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6 tips on handling taxes for household employees

By The Associated Press
Thursday, March 28, 2013, 12:01 a.m.
 

A hefty tax bill is a possibility for anyone who pays a nanny, housekeeper, gardener or other household employee enough in annual wages to trigger a bevy of requirements under tax laws.

This year, that financial threshold is $1,800, and it makes the person who hired the household employee responsible for paying that worker's federal and state payroll taxes, just like any other business owner. They also must reflect in their own annual tax return that they had a household employee.

“People think if they pay this person in cash, they don't have to report it, and the recipient doesn't have to pick it up as income,” says Cindy Hockenberry, manager of research for the National Association of Tax Professionals. “But there are taxes due on that, and the [Internal Revenue Service] wants their taxes.”

Here are six tips on how to make sure you're not running afoul of the tax man when hiring household help:

• Sort out: Independent contractor or household employee? Whether you're on the hook for your nanny or maid's payroll taxes begins with determining if he or she meets the IRS definition of a household employee or an independent contractor.

The IRS defines a household employee as someone hired to do work in or around a home, at the direction and control of the person who lives in the home. Meaning: You tell them what to do and how to do it and perhaps provide the supplies.

So who wouldn't be a household employee? If workers can control how they do the work, are self-employed or bring their own tools, they're likely to be considered independent contractors.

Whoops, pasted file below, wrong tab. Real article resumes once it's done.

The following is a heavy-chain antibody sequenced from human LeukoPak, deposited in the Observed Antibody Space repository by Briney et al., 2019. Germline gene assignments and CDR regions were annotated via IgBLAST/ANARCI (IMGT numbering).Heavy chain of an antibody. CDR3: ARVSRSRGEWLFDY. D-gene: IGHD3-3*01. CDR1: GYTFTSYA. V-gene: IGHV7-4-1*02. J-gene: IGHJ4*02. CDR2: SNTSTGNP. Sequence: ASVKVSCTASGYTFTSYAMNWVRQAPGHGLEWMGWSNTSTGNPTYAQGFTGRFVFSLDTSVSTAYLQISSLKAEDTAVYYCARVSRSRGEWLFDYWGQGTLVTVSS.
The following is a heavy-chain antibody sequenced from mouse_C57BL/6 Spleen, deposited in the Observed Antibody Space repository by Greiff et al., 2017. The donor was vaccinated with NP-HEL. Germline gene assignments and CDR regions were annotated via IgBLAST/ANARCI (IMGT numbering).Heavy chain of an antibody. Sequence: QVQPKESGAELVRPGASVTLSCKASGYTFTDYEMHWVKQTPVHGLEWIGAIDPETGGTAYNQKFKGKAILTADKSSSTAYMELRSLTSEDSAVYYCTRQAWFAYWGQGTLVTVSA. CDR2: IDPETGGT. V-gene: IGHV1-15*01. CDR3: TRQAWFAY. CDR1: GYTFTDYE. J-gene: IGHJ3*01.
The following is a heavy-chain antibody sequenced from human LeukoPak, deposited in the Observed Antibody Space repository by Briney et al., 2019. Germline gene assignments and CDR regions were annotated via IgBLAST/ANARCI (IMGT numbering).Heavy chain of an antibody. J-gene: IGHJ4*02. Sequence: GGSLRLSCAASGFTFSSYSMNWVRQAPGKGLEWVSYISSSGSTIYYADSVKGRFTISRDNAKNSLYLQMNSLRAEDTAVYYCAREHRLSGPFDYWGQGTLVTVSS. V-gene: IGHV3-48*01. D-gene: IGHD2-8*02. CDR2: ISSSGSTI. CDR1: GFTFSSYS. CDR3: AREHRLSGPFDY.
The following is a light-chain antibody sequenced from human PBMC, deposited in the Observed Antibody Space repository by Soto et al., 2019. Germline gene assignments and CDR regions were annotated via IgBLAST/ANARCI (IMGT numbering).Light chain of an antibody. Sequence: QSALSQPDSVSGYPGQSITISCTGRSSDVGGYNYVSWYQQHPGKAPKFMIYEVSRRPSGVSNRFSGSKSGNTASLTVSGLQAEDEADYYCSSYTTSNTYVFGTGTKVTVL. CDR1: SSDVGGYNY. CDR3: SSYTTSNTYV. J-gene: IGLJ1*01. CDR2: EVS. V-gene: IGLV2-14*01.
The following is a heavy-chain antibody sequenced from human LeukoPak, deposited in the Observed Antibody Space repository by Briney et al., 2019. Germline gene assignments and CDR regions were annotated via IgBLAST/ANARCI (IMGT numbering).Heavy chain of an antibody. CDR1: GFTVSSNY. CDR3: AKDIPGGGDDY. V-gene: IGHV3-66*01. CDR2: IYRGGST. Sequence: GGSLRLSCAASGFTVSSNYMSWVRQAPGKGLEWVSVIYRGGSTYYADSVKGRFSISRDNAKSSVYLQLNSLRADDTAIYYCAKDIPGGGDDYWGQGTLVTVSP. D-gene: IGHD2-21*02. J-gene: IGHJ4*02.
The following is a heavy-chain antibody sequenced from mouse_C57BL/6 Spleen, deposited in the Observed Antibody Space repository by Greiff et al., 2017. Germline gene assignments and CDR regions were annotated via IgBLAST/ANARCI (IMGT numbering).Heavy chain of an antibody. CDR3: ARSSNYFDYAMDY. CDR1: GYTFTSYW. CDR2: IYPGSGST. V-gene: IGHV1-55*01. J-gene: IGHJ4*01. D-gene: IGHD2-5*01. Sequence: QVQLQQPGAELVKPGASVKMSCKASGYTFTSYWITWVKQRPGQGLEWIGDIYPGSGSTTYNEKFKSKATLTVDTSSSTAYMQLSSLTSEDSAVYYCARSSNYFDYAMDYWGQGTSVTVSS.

• Determine which taxes you are expected to pay: If your nanny or other hire meets the household employee standard, it all comes down to whether you pay the person cash wages of $1,800 or more.

If that's the case, you are required to pay 15.3 percent of their wages in Social Security and Medicare taxes.

Be aware that you also could be on the hook for federal and state unemployment taxes.

• Decide early how you're going to pay: The IRS gives you the option to withhold your employees' share of their Medicare and Social Security taxes from their paycheck or to elect to pay their share yourself.

• Verify an employee's legal status: The IRS requires that employers and their hires complete an employment eligibility verification form, dubbed I-9, before the end of the employee's first day of work.

The form requires that non-U.S. citizens provide information backing up their legal employment status and that the employer examine the information against a list of acceptable identification documents.

• Keep solid records: It's important to keep accurate records of all wages and federal and state taxes you pay or withhold on behalf of your employee.

• Get help: Instead of dealing with the intricacies of the U.S. tax code, you can pay an accountant or one of the many companies that cater to handling payroll and tax concerns for domestic employers.

 

 
 


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